[Update: since I posted this two days ago, I've gotten dozens of notes about systems in the UK, Australia and around the world that people say are "almost but not quite what you're describing." I also got a few notes pointing out that this was impossible and would never be done. Go figure.]
[New update! Matt points out that Apple has stolen this idea and applied for a patent.]
In 2000, I invented a gadget called RadaR. Fred Wilson told me that I was ahead of my time, and he was right.
RadaR.com was a hardware/internet hybrid that could eliminate boatloads of traffic (and frustration). The idea is this: traffic reports are useless, because they tell you about places where you don't want to go and because they don't help you make smart choices. Have you ever once been on the Father Baker Bridge? Me either. I don't care if it's closed.
When I go to the airport, I have a choice of three bridges. Which one should I take? If a smart friend was in a helicopter, she could call me and say, "don't take the Triboro (RFK)! Take the Whitestone…"
They never say that on the radio. "Hey Seth, don't go that way!"
Well, with GPS and a little spectrum, we could fix this problem in a clever way.
You get a box a little bigger than a pack of Altoids. There are four big red buttons on top and a serial number on the bottom. Type your serial number into radar.com then put in addresses for the four buttons (the airport, work, your grandma's house and Philadelphia, say). Then, whenever you get in the car, hit the button for where you want to go. The device speaks to you and tells you which route to take.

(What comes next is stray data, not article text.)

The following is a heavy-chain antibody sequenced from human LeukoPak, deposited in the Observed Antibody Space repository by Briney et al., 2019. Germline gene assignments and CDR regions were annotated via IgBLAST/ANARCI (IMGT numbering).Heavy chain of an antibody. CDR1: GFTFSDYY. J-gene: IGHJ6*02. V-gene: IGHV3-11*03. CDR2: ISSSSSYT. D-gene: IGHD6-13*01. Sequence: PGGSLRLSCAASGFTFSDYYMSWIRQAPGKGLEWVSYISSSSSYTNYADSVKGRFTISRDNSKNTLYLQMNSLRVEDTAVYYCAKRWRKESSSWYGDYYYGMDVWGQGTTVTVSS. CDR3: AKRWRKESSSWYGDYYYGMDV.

Here's the killer part: the way it knows which way to go is that everyone driving along with a RadaR device is consistently uploading two pieces of data: where they're going and how long it is taking to get there.
Since RadaR central has thousands of cars in every city, it knows which routes are fast and which ones are slow. Crunching some numbers, it realizes that the Whitestone is totally jammed and can send people over the Throgs instead.
I was going to seed the market by giving RadaR devices to taxi drivers, so we'd have plenty of data points from the beginning.
The challenge is that getting this much hardware to so many people is expensive. Not to mention the bandwidth.
You probably already guessed the punchline: Do it with an iPhone.
Have the iPhone use the gps data… upload where I was a minute ago and where I am now. Figure out my speed and route. Use the data to tell other RadaR users which route is best. It's worth $20 a month if you live in a place with traffic jams. It's a natural monopoly–once someone figures it out, why wouldn't everyone want to use the market leader?
I minimize the difficulty of technology implementation (and I'm usually right). So don't tell me why it's impossible to do this, just build it and I'll buy one. If you build it, let me know.
BONUS! Here's an easier one that you could probably sell as well. I type in a phone number and enter a time. Record a message and press go. I can cue up a bunch of messages that are based on time. I can have groups get the message I record, at the time I want them to get it. I can make announcements… For example, if the sign in at the gym starts at 6 am, I can set my phone and it will call ahead and sign me in. Or you could ping your exec team every morning at 8 on their way into work…